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Thomas Aiken leads at sombre Spanish Open

Thomas Aiken shot a 4-under 69 to Friday to take a one-stroke lead in the Spanish Open, overshadowed by news about Spanish great Seve Ballesteros’ worsening health.

Aiken, from South Africa, had an 8-under 136 total. Spain’s Pablo Larrazabal (70) was second, and countryman Alvaro Velasco (70), Frenchman Romain Wattel (71), England’s Anthony Wall (70) and Scotland’s Scott Jamieson (71) were 6 under.

The majority of players were on the El Prat course when news emerged that five-time major champion Ballesteros’ condition has severely deteriorated, more than two years after the 54-year-old had surgery to remove a cancerous brain tumor. Ryder Cup partners Jose Maria Olazabal and Miguel Angel Jimenez were moved to tears as they left the course and both declined to talk to reporters.

“We tried to talk to them after their rounds but they couldn’t even speak because they were crying. They couldn’t even talk,” Spanish Open spokeswoman Maria Acacia Lopez-Bachiller said. “This had to be the saddest competition in terms of ambiance today. I’ve never seen anything like it.”

Both players managed to go around the course in even-par 72, with Jimenez sitting seven strokes back of Aiken, and Olazabal—one of Ballesteros’ best friends—another shot behind.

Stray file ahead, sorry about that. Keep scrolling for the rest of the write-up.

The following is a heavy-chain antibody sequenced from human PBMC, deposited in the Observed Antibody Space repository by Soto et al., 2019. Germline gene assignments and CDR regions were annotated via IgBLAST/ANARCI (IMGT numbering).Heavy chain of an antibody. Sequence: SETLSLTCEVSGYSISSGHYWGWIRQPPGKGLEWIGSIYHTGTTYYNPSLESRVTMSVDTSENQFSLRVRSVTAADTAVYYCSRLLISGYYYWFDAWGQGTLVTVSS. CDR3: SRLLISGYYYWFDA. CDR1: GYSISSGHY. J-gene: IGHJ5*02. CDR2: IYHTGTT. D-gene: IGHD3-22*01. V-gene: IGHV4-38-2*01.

Former Ryder Cup player and captain Ballesteros won three British Opens and two Masters with a game marked by spectacular improvisational play. One of the best-known personalities in Spain and the golfing world, he also won 50 times on the European Tour and is widely credited with transforming European golf.

“There’s no words to describe it, it’s something that touches all of our hearts,” said Italian teenager Matteo Manassero, 1 under after a 70. “He’s always been my idol. I don’t know what to say, he’s an incredible person and his fighting spirit is an example. My first memory of Seve is from when I was four or five, I saw him play at the Italian Open at my home club.”

Ballesteros fainted at Madrid’s international airport while waiting to board a flight to Germany on Oct. 6, 2008, and was subsequently diagnosed with the brain tumor. He was hospitalized for 66 days and underwent four brain operations.

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